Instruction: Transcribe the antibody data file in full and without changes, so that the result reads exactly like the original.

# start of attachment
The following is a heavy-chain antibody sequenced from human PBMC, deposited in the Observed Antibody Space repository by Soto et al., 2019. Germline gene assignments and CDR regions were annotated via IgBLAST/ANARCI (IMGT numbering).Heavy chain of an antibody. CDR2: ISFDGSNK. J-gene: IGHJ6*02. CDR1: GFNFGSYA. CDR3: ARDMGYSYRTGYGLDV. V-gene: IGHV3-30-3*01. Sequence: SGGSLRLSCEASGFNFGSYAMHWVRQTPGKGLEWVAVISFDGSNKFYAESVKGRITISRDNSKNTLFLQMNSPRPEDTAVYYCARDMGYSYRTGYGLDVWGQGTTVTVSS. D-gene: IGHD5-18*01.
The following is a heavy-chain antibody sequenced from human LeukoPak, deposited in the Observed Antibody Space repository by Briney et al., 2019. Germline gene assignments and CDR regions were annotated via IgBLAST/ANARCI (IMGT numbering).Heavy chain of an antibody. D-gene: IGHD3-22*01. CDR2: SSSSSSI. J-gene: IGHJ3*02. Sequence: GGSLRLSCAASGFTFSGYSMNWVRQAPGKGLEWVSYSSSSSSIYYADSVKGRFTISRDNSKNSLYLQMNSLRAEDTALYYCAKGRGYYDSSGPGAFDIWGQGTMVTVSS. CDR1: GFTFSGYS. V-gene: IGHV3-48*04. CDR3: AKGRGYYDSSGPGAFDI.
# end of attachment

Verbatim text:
The following is a heavy-chain antibody sequenced from human PBMC, deposited in the Observed Antibody Space repository by Soto et al., 2019. Germline gene assignments and CDR regions were annotated via IgBLAST/ANARCI (IMGT numbering).Heavy chain of an antibody. CDR2: ISFDGSNK. J-gene: IGHJ6*02. CDR1: GFNFGSYA. CDR3: ARDMGYSYRTGYGLDV. V-gene: IGHV3-30-3*01. Sequence: SGGSLRLSCEASGFNFGSYAMHWVRQTPGKGLEWVAVISFDGSNKFYAESVKGRITISRDNSKNTLFLQMNSPRPEDTAVYYCARDMGYSYRTGYGLDVWGQGTTVTVSS. D-gene: IGHD5-18*01.
The following is a heavy-chain antibody sequenced from human LeukoPak, deposited in the Observed Antibody Space repository by Briney et al., 2019. Germline gene assignments and CDR regions were annotated via IgBLAST/ANARCI (IMGT numbering).Heavy chain of an antibody. D-gene: IGHD3-22*01. CDR2: SSSSSSI. J-gene: IGHJ3*02. Sequence: GGSLRLSCAASGFTFSGYSMNWVRQAPGKGLEWVSYSSSSSSIYYADSVKGRFTISRDNSKNSLYLQMNSLRAEDTALYYCAKGRGYYDSSGPGAFDIWGQGTMVTVSS. CDR1: GFTFSGYS. V-gene: IGHV3-48*04. CDR3: AKGRGYYDSSGPGAFDI.